Pune hospital to treat acid, burn victims for free
A hospital here founded by the doctor-son of a daily labourer and which celebrates the birth of every girl child will now set up a one-of-a-kind burns centre that will treat all women victims of acid attacks or burns free of charge.
Pune: A hospital here founded by the doctor-son of a daily labourer and which celebrates the birth of every girl child will now set up a one-of-a-kind burns centre that will treat all women victims of acid attacks or burns free of charge.
"Women who are targets of acid attacks or dowry and torture burns shall be given completely free treatment at this centre. However, if there are male victims, they will be charged as usual," Ganesh Rakh, doctor and founder-owner of Medicare Hospital of Hadapsar, a suburb of Pune, told IANS.
The idea came to Rakh a couple of months ago when a 22-year-old newly-married woman became a victim of dowry harassment. She was allegedly set ablaze by her in-laws and was brought to his hospital.
"We don't have the specialised treatment for such cases and the sole private hospital in Pune quoted Rs.30,000 per day for treatment for an indefinite period," Rakh said.
When he informed the woman's family, they said if they had that kind of money, they would have agreed to the dowry demands and their daughter would have escaped her current fate.
Rakh was moved by the woman's plight and decided to do something about it.
After consultations with colleagues and experts, he decided to set up a burns centre that offers free treatment to women victims from any part of the country.
Rakh's "Save the Girl Child" campaign, launched Jan 3, 2012, has already earned him a huge fan following as it celebrates its third anniversary this Saturday.
In the past three years, the 50-bed maternity hospital has conducted 314 free deliveries of female infants, natural or through Caesarian section.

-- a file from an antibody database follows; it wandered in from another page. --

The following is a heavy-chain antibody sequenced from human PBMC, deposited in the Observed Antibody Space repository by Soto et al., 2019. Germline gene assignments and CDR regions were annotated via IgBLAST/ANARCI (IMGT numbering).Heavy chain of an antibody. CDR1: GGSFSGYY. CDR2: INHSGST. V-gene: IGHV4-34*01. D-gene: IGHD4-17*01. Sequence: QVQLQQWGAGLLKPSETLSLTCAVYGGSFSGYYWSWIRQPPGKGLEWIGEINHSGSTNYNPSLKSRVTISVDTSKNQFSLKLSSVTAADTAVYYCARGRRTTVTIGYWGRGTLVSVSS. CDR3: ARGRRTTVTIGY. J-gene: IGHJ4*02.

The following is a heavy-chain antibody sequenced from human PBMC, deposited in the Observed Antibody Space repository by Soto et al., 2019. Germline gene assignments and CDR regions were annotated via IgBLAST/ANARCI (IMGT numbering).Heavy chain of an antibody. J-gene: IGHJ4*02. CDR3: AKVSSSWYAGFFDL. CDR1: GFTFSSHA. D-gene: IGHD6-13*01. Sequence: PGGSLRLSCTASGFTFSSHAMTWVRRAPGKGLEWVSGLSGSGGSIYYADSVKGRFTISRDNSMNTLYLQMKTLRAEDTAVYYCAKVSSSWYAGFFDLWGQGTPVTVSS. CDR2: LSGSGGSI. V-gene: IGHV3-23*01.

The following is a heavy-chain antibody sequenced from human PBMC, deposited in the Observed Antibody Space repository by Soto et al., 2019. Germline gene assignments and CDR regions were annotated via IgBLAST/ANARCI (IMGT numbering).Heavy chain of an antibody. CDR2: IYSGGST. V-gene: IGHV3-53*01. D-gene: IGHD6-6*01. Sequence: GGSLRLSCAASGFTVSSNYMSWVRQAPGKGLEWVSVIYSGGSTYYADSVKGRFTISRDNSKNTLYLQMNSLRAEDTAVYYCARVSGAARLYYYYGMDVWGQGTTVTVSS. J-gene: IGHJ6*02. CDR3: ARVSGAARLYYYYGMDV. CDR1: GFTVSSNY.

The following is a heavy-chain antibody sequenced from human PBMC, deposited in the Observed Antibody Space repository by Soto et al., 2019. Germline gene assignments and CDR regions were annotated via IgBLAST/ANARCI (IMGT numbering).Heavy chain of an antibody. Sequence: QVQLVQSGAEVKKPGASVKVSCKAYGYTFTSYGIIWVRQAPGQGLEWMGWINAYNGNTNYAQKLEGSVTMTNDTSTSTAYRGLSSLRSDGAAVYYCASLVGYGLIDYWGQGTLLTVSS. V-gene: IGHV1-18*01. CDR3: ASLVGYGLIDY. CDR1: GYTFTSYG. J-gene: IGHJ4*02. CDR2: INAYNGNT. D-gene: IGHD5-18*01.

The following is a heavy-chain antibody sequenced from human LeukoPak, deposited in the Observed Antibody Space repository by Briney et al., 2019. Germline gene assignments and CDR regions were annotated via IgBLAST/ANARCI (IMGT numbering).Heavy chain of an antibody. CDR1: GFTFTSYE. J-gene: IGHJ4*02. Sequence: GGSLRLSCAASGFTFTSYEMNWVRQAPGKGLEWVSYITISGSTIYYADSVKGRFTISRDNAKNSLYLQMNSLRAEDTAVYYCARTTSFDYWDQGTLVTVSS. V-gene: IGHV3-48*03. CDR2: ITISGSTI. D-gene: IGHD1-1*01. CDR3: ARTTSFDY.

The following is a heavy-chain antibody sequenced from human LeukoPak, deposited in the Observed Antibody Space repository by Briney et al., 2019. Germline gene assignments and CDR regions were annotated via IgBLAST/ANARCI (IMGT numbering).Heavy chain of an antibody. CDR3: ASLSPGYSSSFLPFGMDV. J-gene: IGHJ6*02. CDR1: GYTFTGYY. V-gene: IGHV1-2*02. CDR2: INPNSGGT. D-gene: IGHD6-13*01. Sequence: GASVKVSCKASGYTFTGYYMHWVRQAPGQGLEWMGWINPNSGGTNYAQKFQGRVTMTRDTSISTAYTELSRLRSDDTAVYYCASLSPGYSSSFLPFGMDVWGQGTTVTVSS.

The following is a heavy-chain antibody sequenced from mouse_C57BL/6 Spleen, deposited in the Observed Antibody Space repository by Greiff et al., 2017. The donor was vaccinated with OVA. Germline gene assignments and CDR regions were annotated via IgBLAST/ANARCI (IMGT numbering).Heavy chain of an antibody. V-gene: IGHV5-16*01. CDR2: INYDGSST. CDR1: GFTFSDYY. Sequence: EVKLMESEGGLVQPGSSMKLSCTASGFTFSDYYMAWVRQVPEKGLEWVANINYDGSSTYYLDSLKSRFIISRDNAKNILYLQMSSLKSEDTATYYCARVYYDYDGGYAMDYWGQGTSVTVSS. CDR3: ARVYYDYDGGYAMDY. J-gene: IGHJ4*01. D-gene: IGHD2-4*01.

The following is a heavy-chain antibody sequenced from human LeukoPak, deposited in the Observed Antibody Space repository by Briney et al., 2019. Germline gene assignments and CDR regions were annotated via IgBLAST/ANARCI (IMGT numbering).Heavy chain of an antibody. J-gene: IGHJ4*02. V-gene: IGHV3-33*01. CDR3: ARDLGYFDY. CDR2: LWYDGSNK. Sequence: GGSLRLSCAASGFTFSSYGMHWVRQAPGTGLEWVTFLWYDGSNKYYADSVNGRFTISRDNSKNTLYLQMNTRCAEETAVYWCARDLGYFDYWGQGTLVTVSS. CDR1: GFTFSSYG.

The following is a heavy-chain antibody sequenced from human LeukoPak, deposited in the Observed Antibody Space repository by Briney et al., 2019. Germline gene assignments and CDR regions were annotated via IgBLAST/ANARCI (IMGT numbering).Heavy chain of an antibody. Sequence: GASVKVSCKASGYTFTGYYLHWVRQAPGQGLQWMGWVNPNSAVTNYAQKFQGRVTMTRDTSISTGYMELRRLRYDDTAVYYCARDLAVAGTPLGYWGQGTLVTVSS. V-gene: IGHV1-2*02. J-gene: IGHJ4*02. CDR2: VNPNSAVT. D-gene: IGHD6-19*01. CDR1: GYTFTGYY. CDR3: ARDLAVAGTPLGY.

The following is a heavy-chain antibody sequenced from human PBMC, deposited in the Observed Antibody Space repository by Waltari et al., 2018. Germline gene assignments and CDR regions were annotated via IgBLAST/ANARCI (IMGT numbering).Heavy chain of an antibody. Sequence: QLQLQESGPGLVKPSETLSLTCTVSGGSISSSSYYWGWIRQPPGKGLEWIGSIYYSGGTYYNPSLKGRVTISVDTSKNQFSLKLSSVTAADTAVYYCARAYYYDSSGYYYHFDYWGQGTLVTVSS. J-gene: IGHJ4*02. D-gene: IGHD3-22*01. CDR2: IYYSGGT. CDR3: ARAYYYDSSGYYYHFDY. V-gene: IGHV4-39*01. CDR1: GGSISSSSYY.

In August 2014, Rakh took another step of opening a 15-bed Neonatal Intensive Care Unit (NICU) at a cost of Rs.2 million.
The unit offers free treatment and care to all premature female newborns till they are fit to go home.
"In our modest way, we have tackled the issue of female births, taking care of them and now we shall pay attention to their future," Rakh said, explaining the philosophy behind the burns centre.
He plans to use the excess income from the maternity hospital (where male child birth is charged normal rates) and the NICU (ditto for male child) in the burns centre.
"It will be the most modern centre of its kind in India and will cost around Rs.10 million. I have sought a bank loan, but in case there are delays, a private firm has assured us all the required equipment on a hire-purchase basis," Rakh said.
The facility will be inaugurated in April, he said.
Rakh said that even 68 years after independence, many girls become victims of acid attacks, are slashed by blades, and married women are burnt for not meeting dowry demands.
"Anything happens to them and they are disfigured and shattered for life. The tragedy is that a vast majority are unable to afford the expensive treatment. There are government hospitals, but the facilities there are basic and mostly intended to save the victim's life.
"But what about preparing the victim to face society and living a normal life again, as nobody looks at them, socialises or employs them and all avoid them," he said.
The burns centre will have a care department, a sophisticated operation theatre, a burns ICU, plus plastic surgery and other post-operative requirements.
"It will be a one-stop burns centre. The victims who come here will step out with a new look to face life confidently," Rakh assured.
Given the financial constraints, at least a dozen plastic surgeons and burns care specialists from Pune and other parts of Maharashtra have already committed to offer free services to patients.
Quoting current figures, Rakh said a victim with just 40 percent burns would need to spend a minimum of Rs.1.5-2.5 million for complete treatment -- which will be done for free at the Medicare Burns Centre.
He said the hospital will also arrange for the lodging of the victim's relatives so that they are not compelled to live in miserable conditions outside.
When he started the hospital in 2007, after begging for loans from friends and relatives, most people ridiculed his plans.
"If you don't charge for female child's deliveries, how will you repay your Rs.1 crore loan?" aghast lenders demanded.
The son of a daily labourer Adinath (now 68 years old), and domestic worker Sindu (now 61), Rakh who qualified as a doctor in 2001, set up a roaring private practice, simultaneously completed his gynaecology specialisation and went ahead with his pet plans from day one.
Hailing from a very poor family in Solapur, his parents migrated to Pune in search of work. As Rakh was good in academics, he secured scholarships in school and college till his medical degree. "It's now my turn to repay society," Rakh said.